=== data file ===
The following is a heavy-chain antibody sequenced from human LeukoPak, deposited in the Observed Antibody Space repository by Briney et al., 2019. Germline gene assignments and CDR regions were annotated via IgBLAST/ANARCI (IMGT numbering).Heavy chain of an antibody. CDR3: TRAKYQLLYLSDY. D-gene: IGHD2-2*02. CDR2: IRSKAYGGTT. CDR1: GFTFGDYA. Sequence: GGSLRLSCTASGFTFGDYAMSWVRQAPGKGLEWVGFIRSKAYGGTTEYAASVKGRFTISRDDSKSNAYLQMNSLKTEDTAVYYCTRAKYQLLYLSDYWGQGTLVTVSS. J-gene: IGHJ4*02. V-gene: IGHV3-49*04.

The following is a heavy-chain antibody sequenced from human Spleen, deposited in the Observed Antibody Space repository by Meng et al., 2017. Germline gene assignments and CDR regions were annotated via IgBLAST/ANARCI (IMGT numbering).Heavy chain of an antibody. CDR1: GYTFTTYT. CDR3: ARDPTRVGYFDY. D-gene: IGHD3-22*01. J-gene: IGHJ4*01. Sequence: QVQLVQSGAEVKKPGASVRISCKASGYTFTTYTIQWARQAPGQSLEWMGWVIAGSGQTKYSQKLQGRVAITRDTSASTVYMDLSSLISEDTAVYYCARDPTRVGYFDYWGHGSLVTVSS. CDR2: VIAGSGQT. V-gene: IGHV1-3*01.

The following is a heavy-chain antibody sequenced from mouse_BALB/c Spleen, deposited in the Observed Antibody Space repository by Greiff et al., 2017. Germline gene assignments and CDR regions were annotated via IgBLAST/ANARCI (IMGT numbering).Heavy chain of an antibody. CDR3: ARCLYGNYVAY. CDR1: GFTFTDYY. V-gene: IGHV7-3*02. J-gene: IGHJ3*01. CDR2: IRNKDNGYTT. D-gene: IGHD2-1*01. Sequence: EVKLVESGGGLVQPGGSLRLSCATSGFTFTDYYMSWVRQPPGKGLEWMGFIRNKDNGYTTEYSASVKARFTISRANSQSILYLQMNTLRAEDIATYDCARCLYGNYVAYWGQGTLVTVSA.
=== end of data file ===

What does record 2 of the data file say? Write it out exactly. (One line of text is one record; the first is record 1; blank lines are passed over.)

The following is a heavy-chain antibody sequenced from human Spleen, deposited in the Observed Antibody Space repository by Meng et al., 2017. Germline gene assignments and CDR regions were annotated via IgBLAST/ANARCI (IMGT numbering).Heavy chain of an antibody. CDR1: GYTFTTYT. CDR3: ARDPTRVGYFDY. D-gene: IGHD3-22*01. J-gene: IGHJ4*01. Sequence: QVQLVQSGAEVKKPGASVRISCKASGYTFTTYTIQWARQAPGQSLEWMGWVIAGSGQTKYSQKLQGRVAITRDTSASTVYMDLSSLISEDTAVYYCARDPTRVGYFDYWGHGSLVTVSS. CDR2: VIAGSGQT. V-gene: IGHV1-3*01.